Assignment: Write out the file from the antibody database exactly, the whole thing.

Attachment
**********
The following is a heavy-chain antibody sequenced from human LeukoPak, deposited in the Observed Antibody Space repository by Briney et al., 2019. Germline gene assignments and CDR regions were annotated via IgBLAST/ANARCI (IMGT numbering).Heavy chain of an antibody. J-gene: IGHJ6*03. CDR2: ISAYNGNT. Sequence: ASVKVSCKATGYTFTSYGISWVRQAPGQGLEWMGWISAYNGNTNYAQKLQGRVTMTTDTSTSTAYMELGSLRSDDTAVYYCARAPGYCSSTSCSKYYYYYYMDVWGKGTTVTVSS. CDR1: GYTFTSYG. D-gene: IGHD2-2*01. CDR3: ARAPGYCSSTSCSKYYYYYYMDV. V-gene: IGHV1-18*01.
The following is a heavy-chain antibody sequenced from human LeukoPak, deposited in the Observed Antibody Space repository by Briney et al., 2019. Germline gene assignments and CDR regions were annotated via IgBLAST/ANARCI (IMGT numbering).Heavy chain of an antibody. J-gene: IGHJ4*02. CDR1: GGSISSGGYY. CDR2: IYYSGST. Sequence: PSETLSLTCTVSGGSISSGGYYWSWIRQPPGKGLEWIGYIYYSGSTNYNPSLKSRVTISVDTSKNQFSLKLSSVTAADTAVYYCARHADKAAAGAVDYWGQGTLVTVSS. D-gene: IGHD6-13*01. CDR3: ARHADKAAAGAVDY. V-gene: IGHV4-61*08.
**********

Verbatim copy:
The following is a heavy-chain antibody sequenced from human LeukoPak, deposited in the Observed Antibody Space repository by Briney et al., 2019. Germline gene assignments and CDR regions were annotated via IgBLAST/ANARCI (IMGT numbering).Heavy chain of an antibody. J-gene: IGHJ6*03. CDR2: ISAYNGNT. Sequence: ASVKVSCKATGYTFTSYGISWVRQAPGQGLEWMGWISAYNGNTNYAQKLQGRVTMTTDTSTSTAYMELGSLRSDDTAVYYCARAPGYCSSTSCSKYYYYYYMDVWGKGTTVTVSS. CDR1: GYTFTSYG. D-gene: IGHD2-2*01. CDR3: ARAPGYCSSTSCSKYYYYYYMDV. V-gene: IGHV1-18*01.
The following is a heavy-chain antibody sequenced from human LeukoPak, deposited in the Observed Antibody Space repository by Briney et al., 2019. Germline gene assignments and CDR regions were annotated via IgBLAST/ANARCI (IMGT numbering).Heavy chain of an antibody. J-gene: IGHJ4*02. CDR1: GGSISSGGYY. CDR2: IYYSGST. Sequence: PSETLSLTCTVSGGSISSGGYYWSWIRQPPGKGLEWIGYIYYSGSTNYNPSLKSRVTISVDTSKNQFSLKLSSVTAADTAVYYCARHADKAAAGAVDYWGQGTLVTVSS. D-gene: IGHD6-13*01. CDR3: ARHADKAAAGAVDY. V-gene: IGHV4-61*08.